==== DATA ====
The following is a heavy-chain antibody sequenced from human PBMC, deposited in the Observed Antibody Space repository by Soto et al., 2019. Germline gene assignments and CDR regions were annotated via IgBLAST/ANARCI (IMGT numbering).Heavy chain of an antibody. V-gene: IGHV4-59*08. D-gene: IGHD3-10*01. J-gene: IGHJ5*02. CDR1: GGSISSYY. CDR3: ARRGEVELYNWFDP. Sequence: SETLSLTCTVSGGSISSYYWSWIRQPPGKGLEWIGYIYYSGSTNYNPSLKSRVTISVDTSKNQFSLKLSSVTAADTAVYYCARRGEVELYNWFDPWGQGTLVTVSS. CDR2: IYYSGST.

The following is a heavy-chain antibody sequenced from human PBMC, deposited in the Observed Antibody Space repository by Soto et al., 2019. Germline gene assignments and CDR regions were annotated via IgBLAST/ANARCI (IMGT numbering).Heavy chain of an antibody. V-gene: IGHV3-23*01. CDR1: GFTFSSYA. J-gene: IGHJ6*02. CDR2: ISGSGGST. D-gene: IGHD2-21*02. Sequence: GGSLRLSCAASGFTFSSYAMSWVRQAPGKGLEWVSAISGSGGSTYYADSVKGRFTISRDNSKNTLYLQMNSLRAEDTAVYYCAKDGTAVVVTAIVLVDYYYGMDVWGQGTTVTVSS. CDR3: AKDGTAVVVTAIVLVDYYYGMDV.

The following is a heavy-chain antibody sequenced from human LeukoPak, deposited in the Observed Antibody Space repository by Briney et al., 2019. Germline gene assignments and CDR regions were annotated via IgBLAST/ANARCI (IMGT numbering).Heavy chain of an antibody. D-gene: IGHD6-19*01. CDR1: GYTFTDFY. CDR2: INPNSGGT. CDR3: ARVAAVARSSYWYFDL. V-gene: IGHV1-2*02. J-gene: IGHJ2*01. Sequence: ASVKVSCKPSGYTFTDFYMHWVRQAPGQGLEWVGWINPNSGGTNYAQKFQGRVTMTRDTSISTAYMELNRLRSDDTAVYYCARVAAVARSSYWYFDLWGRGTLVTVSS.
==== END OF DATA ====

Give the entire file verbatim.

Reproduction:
The following is a heavy-chain antibody sequenced from human PBMC, deposited in the Observed Antibody Space repository by Soto et al., 2019. Germline gene assignments and CDR regions were annotated via IgBLAST/ANARCI (IMGT numbering).Heavy chain of an antibody. V-gene: IGHV4-59*08. D-gene: IGHD3-10*01. J-gene: IGHJ5*02. CDR1: GGSISSYY. CDR3: ARRGEVELYNWFDP. Sequence: SETLSLTCTVSGGSISSYYWSWIRQPPGKGLEWIGYIYYSGSTNYNPSLKSRVTISVDTSKNQFSLKLSSVTAADTAVYYCARRGEVELYNWFDPWGQGTLVTVSS. CDR2: IYYSGST.

The following is a heavy-chain antibody sequenced from human PBMC, deposited in the Observed Antibody Space repository by Soto et al., 2019. Germline gene assignments and CDR regions were annotated via IgBLAST/ANARCI (IMGT numbering).Heavy chain of an antibody. V-gene: IGHV3-23*01. CDR1: GFTFSSYA. J-gene: IGHJ6*02. CDR2: ISGSGGST. D-gene: IGHD2-21*02. Sequence: GGSLRLSCAASGFTFSSYAMSWVRQAPGKGLEWVSAISGSGGSTYYADSVKGRFTISRDNSKNTLYLQMNSLRAEDTAVYYCAKDGTAVVVTAIVLVDYYYGMDVWGQGTTVTVSS. CDR3: AKDGTAVVVTAIVLVDYYYGMDV.

The following is a heavy-chain antibody sequenced from human LeukoPak, deposited in the Observed Antibody Space repository by Briney et al., 2019. Germline gene assignments and CDR regions were annotated via IgBLAST/ANARCI (IMGT numbering).Heavy chain of an antibody. D-gene: IGHD6-19*01. CDR1: GYTFTDFY. CDR2: INPNSGGT. CDR3: ARVAAVARSSYWYFDL. V-gene: IGHV1-2*02. J-gene: IGHJ2*01. Sequence: ASVKVSCKPSGYTFTDFYMHWVRQAPGQGLEWVGWINPNSGGTNYAQKFQGRVTMTRDTSISTAYMELNRLRSDDTAVYYCARVAAVARSSYWYFDLWGRGTLVTVSS.